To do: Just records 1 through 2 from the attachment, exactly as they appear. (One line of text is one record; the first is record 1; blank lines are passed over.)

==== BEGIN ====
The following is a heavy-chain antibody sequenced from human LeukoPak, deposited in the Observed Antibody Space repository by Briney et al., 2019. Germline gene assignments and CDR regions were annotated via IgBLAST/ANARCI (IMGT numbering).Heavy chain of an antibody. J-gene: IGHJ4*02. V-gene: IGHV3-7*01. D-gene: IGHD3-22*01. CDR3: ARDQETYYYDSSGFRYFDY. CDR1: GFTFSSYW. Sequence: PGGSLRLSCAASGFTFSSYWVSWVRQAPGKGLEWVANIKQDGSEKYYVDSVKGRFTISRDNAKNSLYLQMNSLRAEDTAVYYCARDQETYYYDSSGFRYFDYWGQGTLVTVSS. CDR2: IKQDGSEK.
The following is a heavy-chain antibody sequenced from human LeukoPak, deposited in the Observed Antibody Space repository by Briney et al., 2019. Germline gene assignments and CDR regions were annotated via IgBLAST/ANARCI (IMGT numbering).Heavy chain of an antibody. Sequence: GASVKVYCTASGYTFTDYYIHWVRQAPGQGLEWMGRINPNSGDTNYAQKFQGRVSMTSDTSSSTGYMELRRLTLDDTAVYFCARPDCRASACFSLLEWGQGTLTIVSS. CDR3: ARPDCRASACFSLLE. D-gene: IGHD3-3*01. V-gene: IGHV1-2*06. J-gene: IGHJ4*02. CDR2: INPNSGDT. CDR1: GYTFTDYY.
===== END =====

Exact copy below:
The following is a heavy-chain antibody sequenced from human LeukoPak, deposited in the Observed Antibody Space repository by Briney et al., 2019. Germline gene assignments and CDR regions were annotated via IgBLAST/ANARCI (IMGT numbering).Heavy chain of an antibody. J-gene: IGHJ4*02. V-gene: IGHV3-7*01. D-gene: IGHD3-22*01. CDR3: ARDQETYYYDSSGFRYFDY. CDR1: GFTFSSYW. Sequence: PGGSLRLSCAASGFTFSSYWVSWVRQAPGKGLEWVANIKQDGSEKYYVDSVKGRFTISRDNAKNSLYLQMNSLRAEDTAVYYCARDQETYYYDSSGFRYFDYWGQGTLVTVSS. CDR2: IKQDGSEK.
The following is a heavy-chain antibody sequenced from human LeukoPak, deposited in the Observed Antibody Space repository by Briney et al., 2019. Germline gene assignments and CDR regions were annotated via IgBLAST/ANARCI (IMGT numbering).Heavy chain of an antibody. Sequence: GASVKVYCTASGYTFTDYYIHWVRQAPGQGLEWMGRINPNSGDTNYAQKFQGRVSMTSDTSSSTGYMELRRLTLDDTAVYFCARPDCRASACFSLLEWGQGTLTIVSS. CDR3: ARPDCRASACFSLLE. D-gene: IGHD3-3*01. V-gene: IGHV1-2*06. J-gene: IGHJ4*02. CDR2: INPNSGDT. CDR1: GYTFTDYY.